by Chuck Hoven
(Plain Press, February 2013) At the January meeting of the Cleveland Education Committee, Jan Resseger, Minister for Public Education and Witness for the United Church of Christ Justice and Witness Ministries, spoke of the folly of a national educational policy geared toward test based accountability without demanding investments to provide quality education for children.
Resseger said the 22% child poverty rate in the United States was the highest in the industrial world. She talked about the growing segregation along economic lines that is happening in the United States as people with similar income levels congregate in the same communities. The impact of this economic segregation on the nation’s school systems has resulted in a large “income inequality achievement gap.” Resseger points out that primary factor contributing to the educational achievement gap is poverty.
Rather than addressing the nation’s high childhood poverty rate, Resseger says on the national level, both the Democratic and Republican political parties have embraced creating an official set of academic standards and creating tests to measure those standards. National educational policy, from No Child Left Behind in the George W. Bush Administration to Race to the Top and School Improvement Grants in the Barack Obama administration, uses standardized testing of students to judge the performance of schools and teachers with an eye toward blaming schools and teachers for low performance on the tests.
Resseger says current Secretary of Education Arne Duncan ties Race to the Top School Improvement Grants to punitive measures that punish schools and teachers. These measures include: the willingness of states to tie teacher evaluations and pay to test scores, states agreeing to increase the ease with which teachers that don’t measure up can be fired, states assenting to close low scoring schools and to replace the principals and staff of low performing schools, or to turn closed schools over to charter schools. The states are also asked to remove caps on creating more charter schools.
The national educational policy being pushed by Educational Secretary Arne Duncan and the Obama Administration is based on testing and punishing schools and teachers that don’t measure up, says Resseger. Sanctions will be placed on failing schools starting with the bottom 5% of schools, she said. These schools, Resseger noted, are almost always in the poorest neighborhoods.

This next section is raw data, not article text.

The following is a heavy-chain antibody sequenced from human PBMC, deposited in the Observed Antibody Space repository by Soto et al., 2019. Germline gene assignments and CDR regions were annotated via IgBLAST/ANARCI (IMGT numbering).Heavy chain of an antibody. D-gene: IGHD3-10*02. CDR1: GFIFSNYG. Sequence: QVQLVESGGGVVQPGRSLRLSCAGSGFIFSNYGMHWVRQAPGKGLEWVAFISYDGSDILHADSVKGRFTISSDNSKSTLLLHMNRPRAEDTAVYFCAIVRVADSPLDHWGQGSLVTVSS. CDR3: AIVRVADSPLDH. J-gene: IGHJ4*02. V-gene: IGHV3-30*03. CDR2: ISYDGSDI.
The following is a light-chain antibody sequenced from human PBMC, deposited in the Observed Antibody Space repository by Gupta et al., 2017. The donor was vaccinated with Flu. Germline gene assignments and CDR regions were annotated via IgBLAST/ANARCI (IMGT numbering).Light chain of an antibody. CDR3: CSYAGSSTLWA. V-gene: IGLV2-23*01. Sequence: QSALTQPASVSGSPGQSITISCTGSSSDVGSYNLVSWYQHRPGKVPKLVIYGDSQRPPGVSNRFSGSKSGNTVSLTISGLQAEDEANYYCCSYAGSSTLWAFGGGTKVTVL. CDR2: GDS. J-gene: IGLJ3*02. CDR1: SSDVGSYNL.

Designing and scoring tests has become a growth industry, says Resseger, while the test scores that result “punish the most vulnerable schools.” In Ohio, the state actually provides money to reward excellent schools, she said. At the same time policy makers in Ohio have stopped talking about investments in struggling schools. She noted in Ohio there is also a massive outpouring of State dollars going from public schools to charter schools.
Resseger said researchers know what investments will help improve education in struggling schools. The investments include quality early childhood education, resources to attract quality teachers and to reduce class sizes, a curriculum that prepares students for college or post secondary education, and equitable distribution of resources such as libraries, textbooks and science labs.
Instead of investing more in education, state budget shortfalls have led to cuts in budgets for education, says Resseger, with over 320,000 educational job cuts nationwide. Resseger points out research by Stephen Dryer presented at the First Unitarian Church Forum in Shaker Heights in October of last year that said it would take a 15 mill levy in Cleveland just to replace the $84.72 million cut by the State of Ohio from the Cleveland School District’s Budget since the last biennial state budget.
Given the implications of the recent 15-mill levy passed in Cleveland simply replacing lost state funding, Resseger urged educational advocates to pay attention to state educational policy and to lobby for a better school funding formula in Ohio. She also urged lobbying on the federal level to restore Title I funds to their original intended use as a means to help schools provide additional resources to educate the nation’s poorest children. Resseger says Title I dollars are instead being used for competitive grants to reward innovative school programs.
Local educational plans in Cleveland are echoing the national and state policies and would likely result in the closing and turning over to charter schools the schools in the poorest neighborhoods of Cleveland, said Resseger. She said improving the schools in Cleveland would take exceptional school leadership and exceptional investment in the schools. She urged educational policy makers to “Stop punishing the very poorest schools and their teachers.” Instead she urged reformers to “support and improve” those schools.
Editor’s Note: The Cleveland Education Committee meets monthly at the Goodrich Gannet Neighborhood Center, 1400 E. 55th (just South of St. Clair). The next meeting will be at 6:15 p.m. on Wednesday, February 13th.